On a recent trip to Europe with a group of students, a Gorham town councilor combined adventure with lessons in Celtic culture and international politics.
Councilor Jane Willett, a retired teacher, had an adventure scaling a tower wall at a castle in Wales. In the political realm, she met a member of the British Parliament in London.
Willett was one of two people who chaperoned a group of 16 students from southern Maine on a 20-day, People to People Ambassador trip to England, Ireland and Wales. They were part of a delegation of 35 students from Maine on the trip called “Celtic Discovery 2006.”
“I like to feel I’m helping people,” Willett said.
People to People is celebrating its 50th anniversary this year. President Dwight Eisenhower, who believed that the program would help solve international differences and lead to peace, instituted the program in 1956. Since then, thousands of U.S. student ambassadors have traveled abroad.
Willett, who has been a leader in the program for four years, said her group left on July 4 and returned July 23. “The kids were terrific and well behaved,” Willett said.
Each leg of the trip afforded a learning experience. In England, Willett and her student ambassadors met Patrick Nichols, a member of the British Parliament, who spoke to their group. Willett said her students were amazed to learn that a member of Parliament could also be a lobbyist.
She said Nichols was “politically correct” in his remarks about the war in Iraq. “He supported Tony Blair,” she said.
Willett said students had an opportunity to talk with Nichols. She said one young lady, who was thought to be quiet and shy, asked some good questions.
In England, even sightseeing trips provided history lessons. The group’s itinerary included the Tower of London, Buckingham Palace and Stratford-upon-Avon, birthplace of William Shakespeare.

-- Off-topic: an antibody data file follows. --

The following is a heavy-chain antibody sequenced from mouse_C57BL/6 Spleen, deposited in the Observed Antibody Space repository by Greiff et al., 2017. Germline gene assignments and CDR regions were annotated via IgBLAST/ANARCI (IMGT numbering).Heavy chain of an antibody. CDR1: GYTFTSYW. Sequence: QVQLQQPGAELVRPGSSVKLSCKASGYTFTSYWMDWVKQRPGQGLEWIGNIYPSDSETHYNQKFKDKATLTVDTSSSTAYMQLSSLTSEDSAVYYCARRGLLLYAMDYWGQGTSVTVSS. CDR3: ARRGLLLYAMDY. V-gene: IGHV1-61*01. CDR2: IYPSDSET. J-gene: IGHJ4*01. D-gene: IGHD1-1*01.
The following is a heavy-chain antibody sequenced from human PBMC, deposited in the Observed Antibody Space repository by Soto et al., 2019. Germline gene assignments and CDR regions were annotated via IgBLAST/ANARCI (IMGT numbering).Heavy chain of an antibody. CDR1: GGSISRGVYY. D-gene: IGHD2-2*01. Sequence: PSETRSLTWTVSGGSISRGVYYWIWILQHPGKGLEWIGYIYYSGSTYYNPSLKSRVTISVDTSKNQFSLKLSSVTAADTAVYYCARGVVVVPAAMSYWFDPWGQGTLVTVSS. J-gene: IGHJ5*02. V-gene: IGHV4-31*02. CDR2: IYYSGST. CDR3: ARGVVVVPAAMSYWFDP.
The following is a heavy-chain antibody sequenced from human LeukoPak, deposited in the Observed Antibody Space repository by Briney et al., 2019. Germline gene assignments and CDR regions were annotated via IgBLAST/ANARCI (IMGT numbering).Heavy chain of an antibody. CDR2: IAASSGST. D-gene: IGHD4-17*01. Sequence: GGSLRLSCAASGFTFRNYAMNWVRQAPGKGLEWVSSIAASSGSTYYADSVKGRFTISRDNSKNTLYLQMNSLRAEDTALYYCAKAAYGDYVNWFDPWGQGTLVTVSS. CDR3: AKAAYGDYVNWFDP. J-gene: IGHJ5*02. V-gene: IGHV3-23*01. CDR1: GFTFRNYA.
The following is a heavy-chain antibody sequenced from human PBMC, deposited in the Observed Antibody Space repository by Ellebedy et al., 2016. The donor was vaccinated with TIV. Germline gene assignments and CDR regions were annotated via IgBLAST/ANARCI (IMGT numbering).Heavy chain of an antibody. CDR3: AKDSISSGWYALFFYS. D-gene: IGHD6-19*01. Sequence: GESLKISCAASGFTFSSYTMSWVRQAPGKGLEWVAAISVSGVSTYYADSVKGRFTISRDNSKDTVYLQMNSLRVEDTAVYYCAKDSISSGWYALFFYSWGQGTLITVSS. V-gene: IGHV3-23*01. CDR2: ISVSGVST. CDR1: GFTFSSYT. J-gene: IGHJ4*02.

In Ireland, they visited a 2,000-year old castle, once a Roman fort. The trip also afforded a stop at the famous Blarney Castle where kissing a stone promises a gift of eloquence, according to folk lure. “The kids had the opportunity to kiss the Blarney Stone,” Willett said.
A common question in Ireland for the Americans student ambassadors was why hasn’t the United States had a female president. “That was a neat political question,” Willett said.
The People to People trip gave the kids an opportunity to meet new friends and learn about other cultures. “They get to know people,” Willett said.
Each student in Willett’s group stayed for three days with an Irish family. They learned traditional Irish games and dancing as well as learning to play a tune on a tin whistle.
Willett also had the chance to have a thrill of her own on the trip. Outfitted with a special harness and ropes, she climbed a tower and cascaded down a 90-foot-high wall at a replica of a medieval castle near Bangor in Wales. They also visited Stonehenge, which dates to 3000 BC, with its construction of stones that has baffled scientists.
Students from the sixth grade through high school are eligible to participate in the People to People program. Willett said each student needed to be recommended by two teachers, a guidance counselor and an adult.
The selection process includes a personal interview. “We get super kids,” Willett said.
The process gets underway in the fall when students are selected for a trip the following year. Students attend monthly meetings and research countries they’ll visit. During the trip, students are required to keep journals.
People to People doesn’t cover costs of trips, which can run about $4,000. Willett said many students work to pay their own tickets while families and service organizations also provide help.